10 thoughts on “How To Photograph a Neighborhood

  1. A logical “neighborhood” that would benefit from something like this would be a gated community, since it’s “off limits” for those who do not currently reside there.

    HOWEVER, it is also private property. Be sure to ask permission (and it’s NOT always granted, speaking from experience!) from someone in charge before taking any photos. And be very careful not to get clear images of residents in those photos (say, in the pool) just to be safe.

    You cannot just randomly shoot photos or video on private property, so it’s always best to get written permission before you go to all that work.

  2. Thank you for putting this all on a site.These words have been in my head like a song bird for years. I get so annoyed with bad photos. I actually want to scream at agents and ask to retake their photos. Amen to what you blogged!

  3. Great post and comments. Thanks for the reminder about getting permission to photo or video Fred!

    I agree with Brad, getting “establishing” shots works great for Video as well and I realized just how important that is when my videographer and I shot some recent home tours. It gave us some B roll for intro’s and for introducing viewer to home in the neighborhood.

    I also wanted to point out that from recent comments from buyers in our area (Vancouver, WA, that’s Washington NOT Canada, LOL) I have learned that photos are super important. Common comment? “I wish there were more photos or better photos.”

    As they say, a picture is worth a thousand words (bucks maybe??) 🙂

    Thanks again for the post with great tips!

    Ed Bisquera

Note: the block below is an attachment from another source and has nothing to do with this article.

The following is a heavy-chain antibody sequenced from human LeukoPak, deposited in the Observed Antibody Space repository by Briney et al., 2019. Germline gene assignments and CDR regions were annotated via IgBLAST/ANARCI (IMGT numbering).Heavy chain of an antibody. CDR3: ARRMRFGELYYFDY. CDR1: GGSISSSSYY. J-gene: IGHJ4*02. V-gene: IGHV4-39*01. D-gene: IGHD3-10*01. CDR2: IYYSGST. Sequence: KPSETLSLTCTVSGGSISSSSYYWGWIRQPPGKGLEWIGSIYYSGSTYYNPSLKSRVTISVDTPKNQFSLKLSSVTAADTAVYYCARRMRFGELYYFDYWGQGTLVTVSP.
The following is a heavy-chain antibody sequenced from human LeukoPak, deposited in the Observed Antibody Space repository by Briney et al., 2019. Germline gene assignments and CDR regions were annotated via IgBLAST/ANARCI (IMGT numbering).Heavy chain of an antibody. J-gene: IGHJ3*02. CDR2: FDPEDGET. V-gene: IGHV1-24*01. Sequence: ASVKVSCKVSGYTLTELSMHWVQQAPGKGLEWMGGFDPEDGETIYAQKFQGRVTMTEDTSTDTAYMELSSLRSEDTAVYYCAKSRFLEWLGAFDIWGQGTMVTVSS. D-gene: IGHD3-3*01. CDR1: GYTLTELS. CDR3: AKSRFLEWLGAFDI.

Mortgage Matchmaker/Social Media Friendly
    Twitter: @edbisquera

  4. Photos in a blog can add character and make it more interesting and avoid the “wall of words” that is a big turn off. I use photos in every blog post I write.

  5. A great tip. I’ve done a part of the technique. I love to input siteplan in my page but for object I use to present 3D drawing since most the projects are still in progress. Thank you for the precious lesson and wonderful picture.

  6. Neighborhood tours are tremendous ways to provide unique content. My recommendation is to narrow your focus to neighborhoods within sub-divisions or communities. By adding the proper keywords, titles descriptions and other meta data you have a better opportunity for you content to show up in organic searches. If you try to encompass too much, your content will lost in the din of a million results. You can always take your great photos and have MLBroadcast.Com convert it to a narrated and widely distributed video.

  7. For me, it is really important to real state sites to have a good photos of homes, common area and other amenities. Through this, a potential home buyers may a have a glimpse of what it looks like the actual house itself.

    I agree, site plan is also a must (but still depends on the perspective of the owners site), through it they can have an overview of the neighborhood.

    Great tips there! 🙂